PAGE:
Countrymen, our independence is an illusion. We have wallowed in an orgy of self-delusion for decades now and we refuse to awake from our national stupor. In so doing, we have equally misled and failed our African siblings in our ‘Big Brother’ capacity. We have misused the repository of abundant human and natural resources left within our shores by the Almighty, mediocrity has characterized almost all sectors of our national life as we concern ourselves with primitive accumulation. While ‘oil money’ is being used to transform Arab countries and in carrying out audacious projects world over, we have contracted the ‘Resource Curse’ and left ourselves in a ‘Paradox of Plenty’ – our people poorer, our air fouled, our environment polluted, and our lands untenable (all this in an environment witnessing more conflict).
It was Ray Ekpu who described the Niger Delta people as ‘a region whose squalor is a fallout from its splendor and whose poverty is a product of its wealth’, so much for the arrival of petrodollars. Our academic institutions (with decrepit facilities) annually churn out graduates who swell the mediocre workforce where unemployment rates remain very high, over a third of Nigerians live below the poverty line. And who do we blame for all these? For the mosquito bites at night, for infrastructural deficiency, for institutional failures, for epileptic power supply, who do we blame? America? Europe? China?
Give me a break! The culprit stares us in the mirror but we are too weak to admit it. Why are we not so great? Why are we poor amidst plenty? It is like Cassius told Brutus in Shakespeare’s Caesar, ‘the fault is not in our stars, but in ourselves, that we are underlings’.
Realizing the above, where do we go from here? Business as usual? Absolutely not. There is need for a radical shake up. I was impressed when I read from the papers that our refineries have been re-steamed (by local engineers) and are contributing to meeting the daily demand. Despite this, a lot still remains to be done, we must ask some questions. How comes that after the Ajaokuta Steel Plant was built to 98% completion by the Russians during the Shagari Administration for about $4 billion, we are yet to have one ton of steel from that very gigantic factory?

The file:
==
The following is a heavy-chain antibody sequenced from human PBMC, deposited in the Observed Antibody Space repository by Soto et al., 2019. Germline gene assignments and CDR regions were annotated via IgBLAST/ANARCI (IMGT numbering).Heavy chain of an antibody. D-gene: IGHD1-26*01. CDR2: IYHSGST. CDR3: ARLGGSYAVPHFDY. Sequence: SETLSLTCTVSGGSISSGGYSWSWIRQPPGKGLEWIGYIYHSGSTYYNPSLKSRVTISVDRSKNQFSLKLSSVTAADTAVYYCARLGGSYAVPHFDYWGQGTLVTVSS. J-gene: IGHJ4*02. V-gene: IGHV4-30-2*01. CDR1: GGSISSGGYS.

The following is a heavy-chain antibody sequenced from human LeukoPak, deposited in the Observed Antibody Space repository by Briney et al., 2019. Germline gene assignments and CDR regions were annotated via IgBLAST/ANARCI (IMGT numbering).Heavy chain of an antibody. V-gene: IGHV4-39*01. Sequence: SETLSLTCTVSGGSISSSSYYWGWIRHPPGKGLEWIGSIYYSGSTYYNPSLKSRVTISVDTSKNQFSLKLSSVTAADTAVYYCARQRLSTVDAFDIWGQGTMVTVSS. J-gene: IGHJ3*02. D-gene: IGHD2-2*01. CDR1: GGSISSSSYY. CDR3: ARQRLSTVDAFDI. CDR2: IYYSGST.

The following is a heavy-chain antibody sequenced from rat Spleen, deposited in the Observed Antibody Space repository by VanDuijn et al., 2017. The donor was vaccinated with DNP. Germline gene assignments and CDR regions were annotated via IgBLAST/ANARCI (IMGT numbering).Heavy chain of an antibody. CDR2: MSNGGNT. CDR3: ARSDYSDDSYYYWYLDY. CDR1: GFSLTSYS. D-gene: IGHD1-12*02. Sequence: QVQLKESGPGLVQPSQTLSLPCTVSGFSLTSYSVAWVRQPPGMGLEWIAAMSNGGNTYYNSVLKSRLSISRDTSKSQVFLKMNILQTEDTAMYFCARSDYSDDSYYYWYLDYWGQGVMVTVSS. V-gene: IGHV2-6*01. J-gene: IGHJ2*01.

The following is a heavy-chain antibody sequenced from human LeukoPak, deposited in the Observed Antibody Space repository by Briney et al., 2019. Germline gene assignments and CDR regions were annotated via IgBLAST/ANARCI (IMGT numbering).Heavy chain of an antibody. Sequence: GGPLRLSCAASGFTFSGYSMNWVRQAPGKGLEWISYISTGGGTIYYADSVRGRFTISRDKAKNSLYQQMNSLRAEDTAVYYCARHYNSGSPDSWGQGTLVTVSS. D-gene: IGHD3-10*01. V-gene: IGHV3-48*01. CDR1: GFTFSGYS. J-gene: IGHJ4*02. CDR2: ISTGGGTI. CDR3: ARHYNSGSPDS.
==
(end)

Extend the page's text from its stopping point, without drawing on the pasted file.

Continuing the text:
It is when we begin to answer questions like this one that we will really begin moving towards true independence. The Ajaokuta Steel is a case in point because it can create millions of both direct and indirect jobs; it can also meet the steel demand of the whole continent. Steel is all that is needed for industrialization as almost everything is made out of steel (including military hardware), the Eiffel Tower is a steel structure that attracts revenue to the French treasury, but we are letting this opportunity rot under our very noses. Examples like this one abound all over the country as we lack the will to solve our problems.
Nigeria can rid Africa of her dependence on European, Asian, and American products. Only then would we be the Giant of Africa and only then would we have adhered to the principles of Ubuntu. We have Zenox Computers; we have Innoson Motors, Manufacturing Companies in Kaduna and elsewhere, and the boys in Aba and Nnewi who can reproduce almost anything. Why then do we quiver at the slightest withdrawal of support from external sources?
These opportunities can be exploited to achieve maximum results. We must learn to invest locally and use our own products as this will generate more value for our people, this concept was fully explained by Chika Onyeani in his book ‘Capitalist Nigger’ where he coined the phrase ‘Spider Web Doctrine’, an economic concept where every dollar that arrives a community is not allowed to leave but is reinvested locally.
For this to be possible, our institutions must be strong and greater meaning must be attached to the Nigerian life by the powers that be. While this is a duty of the political class, we must all not relent in providing the oversight functions needed to keep the government up and doing.
Innocent Tochukwu Okoro, Student, Department of Electronic Engineering, University of Nigeria; email@example.com, +2348163600660